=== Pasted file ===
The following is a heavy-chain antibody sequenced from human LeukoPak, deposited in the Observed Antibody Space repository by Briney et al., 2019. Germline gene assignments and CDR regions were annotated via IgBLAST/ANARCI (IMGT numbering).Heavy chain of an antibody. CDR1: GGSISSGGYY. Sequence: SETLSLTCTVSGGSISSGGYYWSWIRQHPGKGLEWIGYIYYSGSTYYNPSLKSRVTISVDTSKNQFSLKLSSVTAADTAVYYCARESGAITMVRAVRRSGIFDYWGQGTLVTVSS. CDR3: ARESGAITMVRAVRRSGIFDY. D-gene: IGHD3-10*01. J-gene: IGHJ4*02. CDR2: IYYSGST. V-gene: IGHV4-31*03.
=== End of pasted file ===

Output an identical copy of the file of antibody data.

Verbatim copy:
The following is a heavy-chain antibody sequenced from human LeukoPak, deposited in the Observed Antibody Space repository by Briney et al., 2019. Germline gene assignments and CDR regions were annotated via IgBLAST/ANARCI (IMGT numbering).Heavy chain of an antibody. CDR1: GGSISSGGYY. Sequence: SETLSLTCTVSGGSISSGGYYWSWIRQHPGKGLEWIGYIYYSGSTYYNPSLKSRVTISVDTSKNQFSLKLSSVTAADTAVYYCARESGAITMVRAVRRSGIFDYWGQGTLVTVSS. CDR3: ARESGAITMVRAVRRSGIFDY. D-gene: IGHD3-10*01. J-gene: IGHJ4*02. CDR2: IYYSGST. V-gene: IGHV4-31*03.